For example, you would anticipate set-up questions early in the customer’s journey. But if you’re seeing these types of questions further into the journey, something is likely wrong. Perhaps there is a bug in the product that needs further investigation. This can help you understand how customers are really using the product. 

Issues by type

Secondly, instead of grouping tickets by customer, you can group tickets by the type of issue. ie. How many customers are having log-in issues? Or issues with the dashboards? 

When you find these common stumbling blocks, you can start to dive into whether there are misaligned expectations or if there is missing documentation. 

In Jason’s previous career as a teacher, he would think a lot about these kinds of trends. “If everyone got the same question wrong on an exam, and in the same way, I need to look at what I did to make them think that was the answer.” Once you’ve discovered these trends, there’s no excuse for more of these tickets to come in, because we know about them and it’s on us to fix it. 

Feedback for Product

Once we’ve mapped tickets into the reasons for customer frustrations, we can group them against a feature and then use this data to inform the product roadmap. 

Gathering the data into this format pulls the valuable information out of customer conversations and provides it to a product team or CMO in a format they can use. As Jason says “the synthesis [of ticket data] is absolutely crucial to getting that value.” 

Feedback for Sales

“As a proactive customer support leader,” says Jason, “If I knew what was going to go wrong, I can get in front of that and prevent it from being an issue. Now, we take that back even further to the start of the sales process to make sure we’re doing as much as we can upfront so that customers are successful.” 

Using support data to influence the sales process gives teams the opportunity to chase the right-sized deals and choose customers smartly. Not only that, but it helps sales properly structure deals for the customer’s success. 

Feedback for Customer Success

“When Account Management sat under Revenue and Support sat under Client Services we made natural enemies of each other,” Jason remembers. “But when we came together under a common umbrella, we became natural bedfellows because we were focused on the entire journey.” There are four ways that Customer Success can benefit from incorporating customer support data into their toolset. 

Checking in on the long tail: Use support data to keep a close eye on “low touch customers” that don’t always have as much access to customer success managers.  Are they truly self-service? When can we give them extra love? Do we need to automate other parts of the journey for them?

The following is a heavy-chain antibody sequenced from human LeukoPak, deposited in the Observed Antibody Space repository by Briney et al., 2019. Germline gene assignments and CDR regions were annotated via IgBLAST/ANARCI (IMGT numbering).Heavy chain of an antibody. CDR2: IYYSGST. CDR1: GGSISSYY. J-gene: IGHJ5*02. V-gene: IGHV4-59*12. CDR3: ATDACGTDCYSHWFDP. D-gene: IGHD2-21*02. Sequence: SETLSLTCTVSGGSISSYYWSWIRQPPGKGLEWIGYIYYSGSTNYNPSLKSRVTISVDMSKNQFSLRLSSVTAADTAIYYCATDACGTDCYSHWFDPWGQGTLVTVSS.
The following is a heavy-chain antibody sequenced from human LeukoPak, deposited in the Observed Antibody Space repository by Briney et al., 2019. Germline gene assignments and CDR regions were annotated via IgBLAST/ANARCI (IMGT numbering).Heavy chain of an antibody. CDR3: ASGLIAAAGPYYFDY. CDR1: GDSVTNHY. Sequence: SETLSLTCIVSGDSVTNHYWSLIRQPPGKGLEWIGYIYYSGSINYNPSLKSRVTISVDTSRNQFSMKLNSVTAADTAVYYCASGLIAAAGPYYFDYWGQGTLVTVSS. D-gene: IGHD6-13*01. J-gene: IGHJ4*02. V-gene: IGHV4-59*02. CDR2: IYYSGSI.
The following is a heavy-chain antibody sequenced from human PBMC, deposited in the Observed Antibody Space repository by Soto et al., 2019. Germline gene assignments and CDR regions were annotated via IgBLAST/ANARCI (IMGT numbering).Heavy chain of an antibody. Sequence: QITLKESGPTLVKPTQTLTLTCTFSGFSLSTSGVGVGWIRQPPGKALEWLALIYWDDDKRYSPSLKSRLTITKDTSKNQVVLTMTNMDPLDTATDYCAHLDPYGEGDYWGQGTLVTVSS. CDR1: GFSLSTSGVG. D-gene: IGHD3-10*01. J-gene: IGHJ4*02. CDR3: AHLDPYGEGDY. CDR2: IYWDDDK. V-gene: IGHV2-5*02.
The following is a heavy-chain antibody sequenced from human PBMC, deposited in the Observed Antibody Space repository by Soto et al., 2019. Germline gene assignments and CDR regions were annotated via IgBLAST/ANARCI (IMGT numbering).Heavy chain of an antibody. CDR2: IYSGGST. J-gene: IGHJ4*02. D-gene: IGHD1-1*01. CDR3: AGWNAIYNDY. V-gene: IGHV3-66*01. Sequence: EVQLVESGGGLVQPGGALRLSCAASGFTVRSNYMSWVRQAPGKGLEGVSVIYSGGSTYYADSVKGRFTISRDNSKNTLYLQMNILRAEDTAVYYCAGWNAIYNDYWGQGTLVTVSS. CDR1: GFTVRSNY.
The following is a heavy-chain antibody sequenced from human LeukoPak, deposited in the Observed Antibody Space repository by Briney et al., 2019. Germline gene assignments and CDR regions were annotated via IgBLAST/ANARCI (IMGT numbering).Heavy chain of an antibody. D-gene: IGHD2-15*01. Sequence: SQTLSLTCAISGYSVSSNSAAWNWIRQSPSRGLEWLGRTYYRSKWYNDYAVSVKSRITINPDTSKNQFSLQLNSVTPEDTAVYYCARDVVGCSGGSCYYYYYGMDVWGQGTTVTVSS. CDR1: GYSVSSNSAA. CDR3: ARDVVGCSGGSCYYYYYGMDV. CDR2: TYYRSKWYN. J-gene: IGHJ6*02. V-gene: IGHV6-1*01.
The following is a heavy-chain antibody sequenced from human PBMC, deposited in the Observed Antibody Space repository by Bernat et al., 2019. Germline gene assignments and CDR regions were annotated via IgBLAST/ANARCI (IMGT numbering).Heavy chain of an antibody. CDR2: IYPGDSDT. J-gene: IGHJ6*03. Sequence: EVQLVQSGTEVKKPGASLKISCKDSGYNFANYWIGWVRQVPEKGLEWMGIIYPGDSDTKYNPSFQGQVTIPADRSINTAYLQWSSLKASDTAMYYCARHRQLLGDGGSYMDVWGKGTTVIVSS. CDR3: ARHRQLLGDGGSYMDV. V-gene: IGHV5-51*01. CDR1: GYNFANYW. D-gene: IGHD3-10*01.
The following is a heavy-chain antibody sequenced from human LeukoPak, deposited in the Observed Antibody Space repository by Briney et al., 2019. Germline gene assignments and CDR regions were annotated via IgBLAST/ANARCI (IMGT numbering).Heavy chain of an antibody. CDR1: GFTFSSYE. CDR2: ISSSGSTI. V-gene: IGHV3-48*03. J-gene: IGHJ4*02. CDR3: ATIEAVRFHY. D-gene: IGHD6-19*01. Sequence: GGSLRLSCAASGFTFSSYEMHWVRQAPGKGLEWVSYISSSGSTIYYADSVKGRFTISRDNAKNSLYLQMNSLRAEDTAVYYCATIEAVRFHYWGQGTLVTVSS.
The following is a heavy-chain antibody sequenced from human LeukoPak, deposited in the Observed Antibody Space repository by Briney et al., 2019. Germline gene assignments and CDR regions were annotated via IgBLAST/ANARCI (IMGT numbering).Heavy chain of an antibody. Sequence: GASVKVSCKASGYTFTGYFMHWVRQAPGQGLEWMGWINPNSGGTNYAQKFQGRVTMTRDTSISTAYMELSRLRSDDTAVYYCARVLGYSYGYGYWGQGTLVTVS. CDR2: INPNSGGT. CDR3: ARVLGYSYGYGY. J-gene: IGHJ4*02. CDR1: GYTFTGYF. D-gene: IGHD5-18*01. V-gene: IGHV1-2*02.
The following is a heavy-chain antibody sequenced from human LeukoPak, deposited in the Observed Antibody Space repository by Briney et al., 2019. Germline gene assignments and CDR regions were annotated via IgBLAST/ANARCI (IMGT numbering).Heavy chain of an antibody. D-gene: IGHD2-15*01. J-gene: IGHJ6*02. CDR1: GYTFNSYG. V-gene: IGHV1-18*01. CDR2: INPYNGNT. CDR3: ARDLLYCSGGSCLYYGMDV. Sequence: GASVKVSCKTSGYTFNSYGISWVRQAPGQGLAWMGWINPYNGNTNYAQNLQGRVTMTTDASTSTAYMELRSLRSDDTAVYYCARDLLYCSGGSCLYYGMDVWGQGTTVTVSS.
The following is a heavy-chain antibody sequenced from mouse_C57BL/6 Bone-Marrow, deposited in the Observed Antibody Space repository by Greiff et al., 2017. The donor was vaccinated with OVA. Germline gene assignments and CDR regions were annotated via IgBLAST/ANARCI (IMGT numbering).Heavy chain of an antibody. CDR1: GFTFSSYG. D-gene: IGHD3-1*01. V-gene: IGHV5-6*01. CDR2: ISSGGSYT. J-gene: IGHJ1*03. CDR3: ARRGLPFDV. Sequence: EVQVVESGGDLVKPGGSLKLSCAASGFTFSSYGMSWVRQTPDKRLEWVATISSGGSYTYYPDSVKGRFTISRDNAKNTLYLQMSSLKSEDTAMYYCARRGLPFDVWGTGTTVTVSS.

Bring ticket trends back to success teams: Spikes in ticket trends may align with the ups and downs of the customer journey. As long as it drops off at the point you’re expecting it to, then you have a good understanding of what your customers need. Ticket trends can also be used to identify internal user turnover.

Dive into user knowledge trends: As you see questions come in, you can find the most common places users stumble. Bring that into education and onboarding projects. 

Provide pre-QBR briefings: Don’t let Customer Success go into a QBR meeting and get surprised by an unhappy customer. Use ticket data to target smart adoption of product features and create deeper value for the customer.

Evaluating CSAT

We’d be remiss if we wrapped up a discussion on ticketing data without touching on customer satisfaction (CSAT). There are many pros and cons to using this metric in your VoC program.

Pros Cons
Provides clear insight into how customer sentiment changes over time. Not all customers respond to CSAT surveys.
Can reflect the usage, frustration, and knowledge patterns across multiple stakeholders.  CSAT doesn’t always reflect the opinions of the decision-makers, so can provide surprises at renewal time. 
Collected upon resolution, so can provide feedback on the outcome.  Customers often “shoot the messenger” and give negative responses even though they received good service. 


Jason provides a different perspective when evaluating ticket customer satisfaction. He suggests reading between the results to gather information. For example: 

  • High CSAT score, but complaints about the fix can tell you a lot of information about what needs to be resolved. 
  • High CSAT score, but many open tickets close to renewal dates can be a stronger risk alert than a low CSAT score. 

Join us for the next Signal VoC Member Spotlight! 

Jason wrapped up by answering a number of questions from the community. Check out the recording below to see more!

Follow us on Linkedin, and get on the list to make sure you don’t miss anything! Details coming soon on our August Member Spotlight series. 



Mary Cleary

Written by Mary Cleary